Back onto the grill, meat side down for another 90 minutes to 2 hours. I took mine off a bit early because I didn’t want them to fall right off the bone. Now, add a bit more rub and slather with a good coat of Red Sauce. Place it back onto the grill for another 30 -60 minutes. Again, I did 30 as I didn’t want ribs over done. With practice, you’ll get the hang of the timing.

The last step is to get some flame going and char up the meat side of the ribs. I use Grill Grates and swear by them. Get the grid nice and hot and sear the ribs until you get some nice caramelisation happening.

Once ready, pull off the ribs and let them rest for at least 10 minutes. Then cut between the bones and serve.

My family loves this recipe and as I’m writing this, I’ve got two racks on the go just now.

Enjoy!

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Overall Heather Rating: 10/10

 

 

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Ultimate Ribs


_MG_3691If you’re looking for the Ultimate rib recipe, look no further…ladies and gents here it is. This is a variant on a few different recipes I’ve researched, pulling together what Heather thinks are the BEST ribs ever on the Big Green Asian Egg. So here’s what you’ll need to do!

Let’s start with preparing the rub. Many BBQ cooks keep their rub recipes a secret. That’s just plain silly in my opinion unless of course you’re competing in a competition or running your own restaurant. If you don’t share, the rest of us can’t get better at the craft.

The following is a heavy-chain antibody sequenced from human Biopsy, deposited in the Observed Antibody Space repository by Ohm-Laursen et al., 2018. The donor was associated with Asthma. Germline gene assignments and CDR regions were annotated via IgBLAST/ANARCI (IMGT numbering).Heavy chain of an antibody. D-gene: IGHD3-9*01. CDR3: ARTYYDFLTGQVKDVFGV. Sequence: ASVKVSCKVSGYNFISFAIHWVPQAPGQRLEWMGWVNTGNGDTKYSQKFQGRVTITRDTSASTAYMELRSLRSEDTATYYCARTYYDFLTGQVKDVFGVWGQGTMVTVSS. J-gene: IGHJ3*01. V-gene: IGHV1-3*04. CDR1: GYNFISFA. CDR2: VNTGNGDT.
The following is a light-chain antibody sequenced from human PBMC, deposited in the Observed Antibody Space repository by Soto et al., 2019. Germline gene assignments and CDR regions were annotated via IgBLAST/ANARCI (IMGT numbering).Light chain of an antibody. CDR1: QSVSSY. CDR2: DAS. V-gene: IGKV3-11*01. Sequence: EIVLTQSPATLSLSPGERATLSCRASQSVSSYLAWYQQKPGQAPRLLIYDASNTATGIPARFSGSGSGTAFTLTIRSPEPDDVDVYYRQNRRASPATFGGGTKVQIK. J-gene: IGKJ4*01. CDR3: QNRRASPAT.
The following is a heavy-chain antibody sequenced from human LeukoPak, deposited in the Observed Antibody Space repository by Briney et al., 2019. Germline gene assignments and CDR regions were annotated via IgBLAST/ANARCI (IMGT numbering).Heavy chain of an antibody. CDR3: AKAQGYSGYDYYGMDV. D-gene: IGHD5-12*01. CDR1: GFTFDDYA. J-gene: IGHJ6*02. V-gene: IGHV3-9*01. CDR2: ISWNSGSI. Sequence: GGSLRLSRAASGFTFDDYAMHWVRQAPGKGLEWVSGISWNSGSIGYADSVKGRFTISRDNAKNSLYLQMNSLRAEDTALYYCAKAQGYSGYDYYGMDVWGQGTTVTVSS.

Rub – Stage 1

  • 2 tsp whole black peppercorns
  • 2 tsp whole mustard seeds
  • 1 tsp cumin seeds
  • 1 tsp celery seeds

Take the spices above and toast them in a small dry skillet over medium heat. You’ll know when it’s done when you get this amazing waft of spice filling your kitchen. It takes about 3-4 minutes in all. Remove the spices and let them cool a bit before transferring to a spice grinder.

Rub – Stage 2

Now add the following to the spice grinder and pulverise it to a nice fine grit.

  • 3 tbsp paprika (smoked would be awesome too!)
  • 2 tbsp brown sugar
  • 2 tsp pure sea salt
  • 1.5 tsp garlic powder
  • 1/2 tsp chili powder

Grind it all up and set it aside… your ultimate rib rub is now done.

Let’s move to the sauce next. In a large saucepan add the following ingredients:

  • 1 can of high octane Coca-Cola (the regular stuff in the red can)
  • 1 cup Heinz ketchup
  • 1/4 cup Apple cider vinegar
  • 3 tbsp molasses
  • 2 tbsp pure Canadian maple syrop
  • 2 tbsp ultimate rib rub (yes, the stuff you just made!)

Bring the sauce to a boil and then reduce the heat to low and let the sauce simmer (uncovered) for about 25 minutes. It’ll thicken up before you know it and it’ll go a gorgeous deep reddish brown colour. Let the sauce cool and then transfer it to an airtight jar. The sauce is good for 3 months however I’ve never ever seen enough to last more than a few weeks in this house!

Right, so now you’re done the necessary prep. Let’s get the ribs sorted next.

I purchased two slabs of frozen St Louis cut ribs from the local Singapore equivalent of Costco, The Warehouse Club. They were $9/slab and easily twice the size of the ribs I normally get from our friends at QB. Frozen ribs are fine by the way, though I do like to go to the wet market and occasionally buy fresh chilled pork, but that’s really for special occasions.